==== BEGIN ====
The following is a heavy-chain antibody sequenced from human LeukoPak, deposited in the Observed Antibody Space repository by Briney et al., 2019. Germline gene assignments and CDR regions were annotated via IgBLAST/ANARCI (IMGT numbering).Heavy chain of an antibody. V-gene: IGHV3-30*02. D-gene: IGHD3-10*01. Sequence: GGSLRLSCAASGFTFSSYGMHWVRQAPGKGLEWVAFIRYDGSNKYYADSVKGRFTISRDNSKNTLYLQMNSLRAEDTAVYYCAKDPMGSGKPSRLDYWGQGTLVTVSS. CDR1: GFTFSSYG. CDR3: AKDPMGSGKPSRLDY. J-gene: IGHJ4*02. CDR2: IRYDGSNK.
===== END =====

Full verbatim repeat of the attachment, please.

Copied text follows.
The following is a heavy-chain antibody sequenced from human LeukoPak, deposited in the Observed Antibody Space repository by Briney et al., 2019. Germline gene assignments and CDR regions were annotated via IgBLAST/ANARCI (IMGT numbering).Heavy chain of an antibody. V-gene: IGHV3-30*02. D-gene: IGHD3-10*01. Sequence: GGSLRLSCAASGFTFSSYGMHWVRQAPGKGLEWVAFIRYDGSNKYYADSVKGRFTISRDNSKNTLYLQMNSLRAEDTAVYYCAKDPMGSGKPSRLDYWGQGTLVTVSS. CDR1: GFTFSSYG. CDR3: AKDPMGSGKPSRLDY. J-gene: IGHJ4*02. CDR2: IRYDGSNK.